Having returned to the hobby about four years ago, the first thing that struck me was how far kit design and manufacture has moved on. No sprues covered in flash, detailed interiors and parts that actually go together seem commonplace, where as in the late 70s and 80s you would have to spend a few months’ worth of pocket money to buy a rather exotic Tamiya kit to enjoy that kind of quality, it seems that these days, most modern mouldings (with a few exceptions) are of a good standard. Building this GAZ Tiger from Meng Models
served to remind me just how far things have moved on in my absence. Several times during the construction I was prepared for the worst when looking at a complex assembly only to have it fall into place with no fettling. In fact, the only problems I encountered during the construction were of my own making, when I didn’t follow the instructions properly!
Although a relatively young company, Meng Models
have built up an impressive range of kits covering some unusual subjects with this Russian Gaz Tiger being no exception. The vehicle itself was commissioned initially by the King Abdullah II Design and Development Bureau (KADDAB) with a requirement for an off road, high mobility vehicle that could handle extremes of temperature and desert terrain while still being relatively cheap to mass produce. The first three prototypes (GAZ-2975) were finished in 2000 and after appearing at the International Defence Exhibition and Conference 2001, were then sent to a testing ground in the United Arab Emirates for approval. Although the type performed well, no contract was forthcoming, so ‘Industrial Computer Technologies’ the initial development company, engineered a number of modifications to the type, resulting in the GAZ-2330, which met with approval and also caught the eye of the Russian government with the Russian armed forces version entering service in 2007.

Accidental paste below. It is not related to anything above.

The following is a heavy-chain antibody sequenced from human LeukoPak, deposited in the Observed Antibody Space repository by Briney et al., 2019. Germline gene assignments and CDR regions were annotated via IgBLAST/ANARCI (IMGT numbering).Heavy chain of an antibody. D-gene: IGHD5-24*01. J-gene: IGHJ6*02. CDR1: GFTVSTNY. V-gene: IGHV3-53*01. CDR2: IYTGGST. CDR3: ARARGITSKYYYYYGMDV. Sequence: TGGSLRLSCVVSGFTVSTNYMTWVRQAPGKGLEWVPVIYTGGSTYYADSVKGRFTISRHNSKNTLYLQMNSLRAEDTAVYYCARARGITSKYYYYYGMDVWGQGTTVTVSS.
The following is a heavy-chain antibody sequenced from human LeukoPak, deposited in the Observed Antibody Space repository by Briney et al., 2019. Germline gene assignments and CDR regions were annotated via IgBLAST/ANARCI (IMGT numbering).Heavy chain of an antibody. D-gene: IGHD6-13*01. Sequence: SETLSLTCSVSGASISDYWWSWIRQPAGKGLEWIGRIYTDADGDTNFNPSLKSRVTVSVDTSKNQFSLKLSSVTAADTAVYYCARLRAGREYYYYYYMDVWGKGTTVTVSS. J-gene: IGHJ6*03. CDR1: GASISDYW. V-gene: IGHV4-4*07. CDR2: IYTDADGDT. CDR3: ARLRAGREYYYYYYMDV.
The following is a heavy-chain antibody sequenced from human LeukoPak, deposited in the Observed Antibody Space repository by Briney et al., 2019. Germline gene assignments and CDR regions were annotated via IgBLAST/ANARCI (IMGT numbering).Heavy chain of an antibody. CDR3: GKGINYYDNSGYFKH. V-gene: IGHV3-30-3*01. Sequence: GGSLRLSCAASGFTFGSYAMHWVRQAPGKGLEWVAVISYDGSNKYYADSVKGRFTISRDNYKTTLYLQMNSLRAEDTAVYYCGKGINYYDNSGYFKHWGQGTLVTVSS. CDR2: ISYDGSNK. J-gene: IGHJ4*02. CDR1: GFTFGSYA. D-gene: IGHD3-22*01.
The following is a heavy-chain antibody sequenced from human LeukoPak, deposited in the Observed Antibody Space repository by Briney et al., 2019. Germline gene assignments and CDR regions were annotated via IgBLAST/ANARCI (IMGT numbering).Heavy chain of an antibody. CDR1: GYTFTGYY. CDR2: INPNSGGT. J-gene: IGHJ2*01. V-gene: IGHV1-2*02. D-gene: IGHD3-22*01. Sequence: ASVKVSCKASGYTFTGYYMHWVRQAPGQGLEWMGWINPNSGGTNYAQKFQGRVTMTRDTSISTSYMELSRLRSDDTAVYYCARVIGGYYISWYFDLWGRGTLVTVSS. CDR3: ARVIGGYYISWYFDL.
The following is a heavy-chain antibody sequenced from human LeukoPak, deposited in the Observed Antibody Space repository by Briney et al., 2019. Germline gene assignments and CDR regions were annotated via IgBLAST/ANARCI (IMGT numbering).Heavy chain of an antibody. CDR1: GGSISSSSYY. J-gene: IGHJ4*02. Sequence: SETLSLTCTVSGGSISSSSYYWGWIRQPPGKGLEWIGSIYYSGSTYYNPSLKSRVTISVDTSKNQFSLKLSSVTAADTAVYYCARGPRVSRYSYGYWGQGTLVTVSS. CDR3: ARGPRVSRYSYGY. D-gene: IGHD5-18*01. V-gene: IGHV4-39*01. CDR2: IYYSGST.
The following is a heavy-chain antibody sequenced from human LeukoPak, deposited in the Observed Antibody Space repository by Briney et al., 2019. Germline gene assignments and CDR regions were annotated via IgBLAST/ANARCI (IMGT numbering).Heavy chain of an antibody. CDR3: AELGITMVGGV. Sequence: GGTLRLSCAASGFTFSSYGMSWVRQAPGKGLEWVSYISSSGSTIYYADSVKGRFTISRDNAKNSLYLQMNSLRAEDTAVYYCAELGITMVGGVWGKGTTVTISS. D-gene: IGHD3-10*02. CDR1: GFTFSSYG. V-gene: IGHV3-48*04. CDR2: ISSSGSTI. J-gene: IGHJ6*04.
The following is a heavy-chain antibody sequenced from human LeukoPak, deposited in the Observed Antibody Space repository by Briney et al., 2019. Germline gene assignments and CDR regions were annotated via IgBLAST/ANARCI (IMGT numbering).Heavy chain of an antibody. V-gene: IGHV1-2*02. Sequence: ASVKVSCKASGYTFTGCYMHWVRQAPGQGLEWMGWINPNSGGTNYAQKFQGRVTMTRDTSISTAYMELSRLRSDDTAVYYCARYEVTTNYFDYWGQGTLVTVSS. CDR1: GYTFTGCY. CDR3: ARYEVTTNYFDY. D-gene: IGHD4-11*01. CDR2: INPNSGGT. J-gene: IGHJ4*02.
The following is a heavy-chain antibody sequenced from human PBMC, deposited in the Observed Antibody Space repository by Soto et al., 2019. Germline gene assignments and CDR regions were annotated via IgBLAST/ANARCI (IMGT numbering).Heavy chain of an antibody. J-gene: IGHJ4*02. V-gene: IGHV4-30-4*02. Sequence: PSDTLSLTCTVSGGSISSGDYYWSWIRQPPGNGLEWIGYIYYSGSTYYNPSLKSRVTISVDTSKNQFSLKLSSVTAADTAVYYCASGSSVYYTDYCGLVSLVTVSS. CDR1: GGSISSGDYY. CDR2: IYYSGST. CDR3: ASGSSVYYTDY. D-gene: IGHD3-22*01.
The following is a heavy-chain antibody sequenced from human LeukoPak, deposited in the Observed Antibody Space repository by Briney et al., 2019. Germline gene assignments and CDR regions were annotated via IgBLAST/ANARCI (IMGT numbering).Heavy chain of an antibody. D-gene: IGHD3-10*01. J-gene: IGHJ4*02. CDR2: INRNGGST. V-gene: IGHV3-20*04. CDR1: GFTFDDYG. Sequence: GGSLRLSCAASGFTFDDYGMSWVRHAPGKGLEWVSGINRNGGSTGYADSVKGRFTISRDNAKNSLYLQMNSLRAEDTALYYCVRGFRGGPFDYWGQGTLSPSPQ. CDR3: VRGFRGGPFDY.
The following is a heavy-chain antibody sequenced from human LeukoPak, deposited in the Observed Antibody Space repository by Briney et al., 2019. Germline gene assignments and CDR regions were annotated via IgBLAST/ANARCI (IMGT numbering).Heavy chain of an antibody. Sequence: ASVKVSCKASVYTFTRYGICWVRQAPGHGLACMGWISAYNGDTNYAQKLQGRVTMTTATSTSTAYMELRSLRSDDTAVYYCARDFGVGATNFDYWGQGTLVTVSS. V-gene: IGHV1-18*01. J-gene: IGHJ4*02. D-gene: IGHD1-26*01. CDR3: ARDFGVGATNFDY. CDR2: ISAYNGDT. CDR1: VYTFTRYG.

Looking very much like a Russian version of the U.S Humvee. The Tiger fulfils much the same roll. Powered by a U.S sourced Cummins V-180 6 cylinder turbo charged Diesel engine, it is capable of 140 kph and has excellent off road capabilities, being able to climb gradients of up to 45 degrees and ford water up to a depth of 1.2 meters. With the ability to carry six crew and armed with one AGS-17 automatic grenade launcher and one 7.62 machine gun, it is an impressive machine often seen on parade at military displays in red square, taking its place at the forefront of the modern Russian army.
Opening the box the first thing that struck me was the rather nicely presented instruction manual, with a cover and everything! They say first impressions last and this is certainly the case with this kit, with the rest of the sprues well packaged and individually wrapped to avoid any damage in transit. The contents are as follows:
- 6 sprues of dark green styrene parts
- 1 Perspex sprue
- 1 floor pan moulding
- 1 Chassis moulding
- 1 Hull moulding
- 5 Rubber tyres
- 4 poly caps (for road wheels)
- 1 Decal sheet
- 1 Instruction manual
The moulding looks good in the dark green styrene used by Meng Models
on many of their armour kits. There is very little flash and no ejector pin marks to speak of, all of the parts are intelligently placed on the sprue to retain as much detail as possible. My only criticism centres around the rather broad sprue attachment points that can make removing some rather thin items such as doors and Sill covers a rather delicate operation to avoid damaging the plastic.